Of course, Grandma was thrilled to have a handmade gift. When she left her home for hospice care, it was one of the things she took with her. My aunt says that when Grandma passed last December, she was using my little quilt. I like to think she spared a thought for me that last day.

Now the quilt is back with me, hanging off my writing chair. When it's not too hot out, I like to wear it in my lap. It's warm and cozy and the cats like to sit on it. And now I'm the one who looks at it and gets warm memories of a loved one. Not a bad result for my first quilting project.

Thursday, July 10, 2008

The Feline Anti-Literacy Brigade, Part 4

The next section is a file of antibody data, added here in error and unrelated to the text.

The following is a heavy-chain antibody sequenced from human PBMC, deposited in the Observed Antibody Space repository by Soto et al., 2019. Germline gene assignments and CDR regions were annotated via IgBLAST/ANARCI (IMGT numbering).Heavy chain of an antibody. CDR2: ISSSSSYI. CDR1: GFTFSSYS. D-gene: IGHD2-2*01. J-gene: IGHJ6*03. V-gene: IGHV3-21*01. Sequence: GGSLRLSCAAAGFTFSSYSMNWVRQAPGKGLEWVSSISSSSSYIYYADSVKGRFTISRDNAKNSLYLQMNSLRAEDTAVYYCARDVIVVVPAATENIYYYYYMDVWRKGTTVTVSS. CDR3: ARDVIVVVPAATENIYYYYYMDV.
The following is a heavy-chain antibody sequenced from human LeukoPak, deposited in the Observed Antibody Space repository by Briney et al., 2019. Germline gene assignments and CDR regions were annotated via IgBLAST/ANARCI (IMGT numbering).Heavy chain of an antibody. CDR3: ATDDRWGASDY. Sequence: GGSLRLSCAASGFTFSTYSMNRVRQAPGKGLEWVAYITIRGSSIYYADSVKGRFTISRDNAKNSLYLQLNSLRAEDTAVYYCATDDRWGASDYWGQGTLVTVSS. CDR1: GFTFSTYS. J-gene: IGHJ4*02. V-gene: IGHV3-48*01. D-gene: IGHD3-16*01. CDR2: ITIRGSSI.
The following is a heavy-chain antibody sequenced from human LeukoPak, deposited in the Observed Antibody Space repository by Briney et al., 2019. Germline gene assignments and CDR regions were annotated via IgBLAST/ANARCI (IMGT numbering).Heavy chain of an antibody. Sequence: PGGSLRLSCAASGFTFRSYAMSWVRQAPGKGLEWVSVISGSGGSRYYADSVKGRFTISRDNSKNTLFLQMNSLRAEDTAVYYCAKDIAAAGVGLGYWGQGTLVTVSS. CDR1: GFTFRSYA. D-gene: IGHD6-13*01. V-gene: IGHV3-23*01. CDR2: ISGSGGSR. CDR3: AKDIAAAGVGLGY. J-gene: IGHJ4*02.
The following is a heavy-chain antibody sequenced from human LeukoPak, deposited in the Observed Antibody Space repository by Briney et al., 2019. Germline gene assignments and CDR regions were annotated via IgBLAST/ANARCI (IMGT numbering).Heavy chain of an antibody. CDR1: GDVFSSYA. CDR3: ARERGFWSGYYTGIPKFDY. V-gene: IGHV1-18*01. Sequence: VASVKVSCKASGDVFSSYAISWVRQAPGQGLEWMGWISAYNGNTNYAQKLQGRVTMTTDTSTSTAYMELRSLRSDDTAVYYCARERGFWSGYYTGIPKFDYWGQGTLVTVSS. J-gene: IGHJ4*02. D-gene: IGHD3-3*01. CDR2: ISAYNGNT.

Wait a minute, you may be thinking. Didn't you say a few posts ago that you had a limit to the felines in your household? Didn't your other half swear up and down that "Three Is Enough," that we now have a replacement-only policy? So what gives? You didn't bring another feline home, did you?

No, I didn't. I respect the house rules, and besides, Agents 1, 2, and 3 would not be pleased to share their duties with a fourth feline. But if I can't bring the kitties home to me, I can certainly travel to meet them. And that's exactly what I do once a week: I travel to the Humane Society of Huron Valley and volunteer a couple hours as a "Cat Comforter." The shelter does great work, but it's old and cramped. It's stressful for the kitties, and a stressful kitty isn't as friendly and appealing as a happy kitty. My job is to go in, give the kitties attention, help them relax, and hopefully make them more adoptable. And if I can't convince the kitty to come out from the back of the cage, sometimes I'll go in to meet them: